However, don’t forget that this Council will not make the final decision – the Local Government Commission will so your submission to it is very important. Just go to its website www.lgc.govt.nz/ and get a submission form.
In early 2013, Kāpiti Coast District Council was part of a working party which developed a couple of options for reorganisation in the region. The working party included Kāpiti Coast, Porirua, Wellington and the Greater Wellington Regional Council. Both options involved establishing a bigger city in the region.
Under this single city option, there were two possible structures - one with a single tier and one with a second tier of elected local boards. A single tier of representation consists of a mayor and up to 29 councillors. A second tier of represenation consists of a mayor with fewer councillors (up to 21) in the first tier and a second tier of up to eight local boards. The alternative would be the status quo.
For more information and updates please go to www.regionalreform.org.nz
Governance Reform Poll
A telephone poll was commissioned by Council and undertaken between 6 - 25 May by SIL Research. It involved 1,500 residents across the four wards randomly selected and the scores weighted according to age and gender spread across the district.
Summary of results
Based on Council's area population projections of 38,120 residents 20yrs and over and a region wide weighted sample, poll results are reported at a 95% confidence level +/-2-2.5%.
- Status quo vs. single city option
54.7% preferred the 'status quo'
42.9% the 'single city'
- Single city options - of those respondents (42.9%) who preferred a 'single city option'
51% preferred a 'two-tier' council
44.5% preferred a 'single tier' council
4.5% stated 'other'
- Importance of community boards - across all respondents
65.4% stated community boards are 'very or somewhat important'
A copy of the Governance Reform Poll is available for download or print from the link below:
Financial investigation of a Kāpiti Coast Unitary Authority
Kāpiti Coast District Council commissioned Morrison Low and Associates to undertake an initial, high-level, financial investigation into the formation of a Kāpiti Coast Unitary Authority.
It now seems likely that there will be some change in the governance of the Wellington Region and because of this Kāpiti Coast District Council has investigated the financial implications of the formation of a Unitary Council for the Kāpiti Coast. As a unitary authority, the Kāpiti Coast Unitary Authority would have the responsibilities a territorial local authority and a regional council under the Local Government Act 2002.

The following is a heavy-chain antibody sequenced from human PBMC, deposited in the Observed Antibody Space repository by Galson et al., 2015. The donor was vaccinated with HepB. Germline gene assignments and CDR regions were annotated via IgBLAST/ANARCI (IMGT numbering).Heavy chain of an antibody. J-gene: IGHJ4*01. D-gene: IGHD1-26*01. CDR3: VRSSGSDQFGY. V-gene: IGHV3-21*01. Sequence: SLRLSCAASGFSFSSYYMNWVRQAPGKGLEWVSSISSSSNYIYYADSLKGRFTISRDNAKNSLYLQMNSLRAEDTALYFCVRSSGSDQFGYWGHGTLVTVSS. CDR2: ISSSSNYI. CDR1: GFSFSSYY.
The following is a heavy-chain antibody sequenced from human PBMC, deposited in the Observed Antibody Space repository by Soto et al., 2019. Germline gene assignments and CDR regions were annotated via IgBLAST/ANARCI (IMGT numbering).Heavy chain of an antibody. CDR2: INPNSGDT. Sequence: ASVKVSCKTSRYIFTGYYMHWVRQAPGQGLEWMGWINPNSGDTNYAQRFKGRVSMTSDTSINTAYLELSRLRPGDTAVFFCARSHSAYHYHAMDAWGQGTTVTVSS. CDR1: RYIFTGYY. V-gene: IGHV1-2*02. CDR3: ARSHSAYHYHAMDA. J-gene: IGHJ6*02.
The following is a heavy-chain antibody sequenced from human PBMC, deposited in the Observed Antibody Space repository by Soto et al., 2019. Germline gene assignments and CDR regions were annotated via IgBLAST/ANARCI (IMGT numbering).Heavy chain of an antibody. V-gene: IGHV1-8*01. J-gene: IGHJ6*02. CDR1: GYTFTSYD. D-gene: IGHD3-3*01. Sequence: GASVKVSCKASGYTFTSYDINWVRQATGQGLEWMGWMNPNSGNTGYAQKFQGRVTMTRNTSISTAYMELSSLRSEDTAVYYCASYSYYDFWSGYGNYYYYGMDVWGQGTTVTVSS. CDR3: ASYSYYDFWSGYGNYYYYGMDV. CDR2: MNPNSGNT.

A copy of the Morrison Low and Associates report is available for download or print from the link below:
The following documents give more background information to the local government reform:
Reorganisation Application for a Wairarapa Unitary Authority - 21 May 2013 (PDF, 116 pages, 5Mb)
Future Wellington - An Issues Paper on local government reform in the Wellington region (PDF, 88 pages, 1Mb)
Wairarapa Governance Review - 15 May 2012: South Wairarapa District Council website
Local Government Reform - Wellington City Council website
PricewaterhouseCoopers Wellington Region Governance Review Report (PDF, 70 pages, 1Mb)
Kāpiti Coast District Council Resolutions list from Council Meeting - 12 April 2012 (PDF, 1 page, 47Kb)
Further general information is available from these websites:
Local Government Commission website
Media Release, 31 May 2013: Feedback on Local Government Reform
Media release, 8 March 2013: Two reform options for Wellington region unveiled (PDF, 4 pages, 13Kb)
Greater Wellington Regional Council - Regional Governance
Wellington Region - Local Government Review Panel website
Media Release, 26 September 2012: Successful hui on local government reform
Auditor General's overview - Auckland Council: Transition and emerging challenges
Options for Kapiti